Thursday, May 30, 2013

Crafting My Way to a Mixed Media Collage - The Beginning

Supplies for a mixed media collage
Okay, I like turning candy bars and cookies into floral bouquets for gift giving. Recycling and reusing paper by turning it into wreaths is another endeavor that satisfies my urge to create. Now I should have known that this was leading me in the direction of mixed media art. My brain takes different ideas and blends them into a new project all on its own; mixed media is a natural for me. My friend, Sharon, is an art teacher and she has shown me some of her own mixed media art canvases. All of this has been germinating in my mind for months, but I started researching mixed media collages about a week ago.
First,  I did an online search for mixed media collages. The search showed that YouTube has tons of videos on techniques and DIY tutorials about mixed media collages. After watching two or three, I realized I have all the basics for a mixed media collage.  Paint, paintbrushes, stencils, ink, stamps, ModPodge, recyclable books, magazines, and pictures are all in my crafting room.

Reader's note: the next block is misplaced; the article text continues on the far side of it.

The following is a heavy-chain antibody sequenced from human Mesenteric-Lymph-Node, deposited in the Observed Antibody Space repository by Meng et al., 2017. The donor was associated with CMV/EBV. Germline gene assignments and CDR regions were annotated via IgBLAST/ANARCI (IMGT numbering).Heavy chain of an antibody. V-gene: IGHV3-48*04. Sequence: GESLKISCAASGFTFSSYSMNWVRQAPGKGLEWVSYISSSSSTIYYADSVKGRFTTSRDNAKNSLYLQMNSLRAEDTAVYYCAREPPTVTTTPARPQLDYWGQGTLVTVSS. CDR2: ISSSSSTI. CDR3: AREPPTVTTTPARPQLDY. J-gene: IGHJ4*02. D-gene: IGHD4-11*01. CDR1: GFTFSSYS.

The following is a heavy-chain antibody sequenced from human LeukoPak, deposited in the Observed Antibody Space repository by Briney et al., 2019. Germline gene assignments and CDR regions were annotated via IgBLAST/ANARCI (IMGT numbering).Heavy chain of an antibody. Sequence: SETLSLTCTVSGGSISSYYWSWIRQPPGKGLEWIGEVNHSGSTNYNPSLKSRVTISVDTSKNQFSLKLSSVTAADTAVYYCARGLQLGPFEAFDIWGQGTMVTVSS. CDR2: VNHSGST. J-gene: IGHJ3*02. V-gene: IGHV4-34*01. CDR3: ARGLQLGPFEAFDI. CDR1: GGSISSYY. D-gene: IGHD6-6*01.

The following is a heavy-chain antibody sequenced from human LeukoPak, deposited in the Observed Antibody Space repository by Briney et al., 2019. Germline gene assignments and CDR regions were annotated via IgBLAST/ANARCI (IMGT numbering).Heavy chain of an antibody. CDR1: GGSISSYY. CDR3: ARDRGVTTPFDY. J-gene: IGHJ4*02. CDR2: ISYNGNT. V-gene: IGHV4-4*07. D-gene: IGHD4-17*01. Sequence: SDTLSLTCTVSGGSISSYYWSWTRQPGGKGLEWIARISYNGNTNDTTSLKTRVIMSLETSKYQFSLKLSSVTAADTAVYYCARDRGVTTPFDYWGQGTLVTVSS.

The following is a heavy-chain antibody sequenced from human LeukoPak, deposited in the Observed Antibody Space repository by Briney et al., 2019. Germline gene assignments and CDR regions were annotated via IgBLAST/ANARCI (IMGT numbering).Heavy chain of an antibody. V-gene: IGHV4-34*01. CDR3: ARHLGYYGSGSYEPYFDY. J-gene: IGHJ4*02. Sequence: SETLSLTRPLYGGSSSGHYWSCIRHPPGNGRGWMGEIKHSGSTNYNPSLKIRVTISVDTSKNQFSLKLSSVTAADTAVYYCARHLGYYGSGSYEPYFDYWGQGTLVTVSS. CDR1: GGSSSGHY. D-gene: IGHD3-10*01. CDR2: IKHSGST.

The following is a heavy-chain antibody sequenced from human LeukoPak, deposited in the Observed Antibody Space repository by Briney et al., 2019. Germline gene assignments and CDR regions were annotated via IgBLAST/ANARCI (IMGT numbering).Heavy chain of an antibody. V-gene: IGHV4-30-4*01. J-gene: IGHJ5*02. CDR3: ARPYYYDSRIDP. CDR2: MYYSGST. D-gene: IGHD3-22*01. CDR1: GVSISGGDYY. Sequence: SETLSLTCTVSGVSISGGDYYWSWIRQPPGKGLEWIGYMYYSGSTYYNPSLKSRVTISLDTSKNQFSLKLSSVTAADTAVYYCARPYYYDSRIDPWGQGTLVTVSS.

After that, Pinterest and Etsy had pictures of completed projects that helped me to decide what direction to go in for a collage. The germinating seed finally took root and an idea began to grow. My collage is going to be faith based. As the seedling idea grew, I reached for my trusty notebook and sketched out the preliminary ideas for a collage.
Preliminary doodles to get ideas for a collage down on paper.

Today was spent exploring my resources. I purchased vinyl letters and a pack of multicolored tissue paper at the dollar store, but the bulk of the things I needed were already on hand.

Right now I am aging the sheet music and scripture page with cold, black coffee. The pages are currently drying on a cooling rack and I am looking forward to beginning my summer art project. Check for updates as this project progresses.


Monday, May 27, 2013

Get Your Food Kicks at Route 66's Rock Cafe

Stroud, Oklahoma is home to the Rock Cafe; a Route 66 internationally known food stop. Bill and I rode into the parking lot of the Rock Cafe already knowing the eatery's reputation for serving good food. We were pleased to discover that their reputation is well deserved.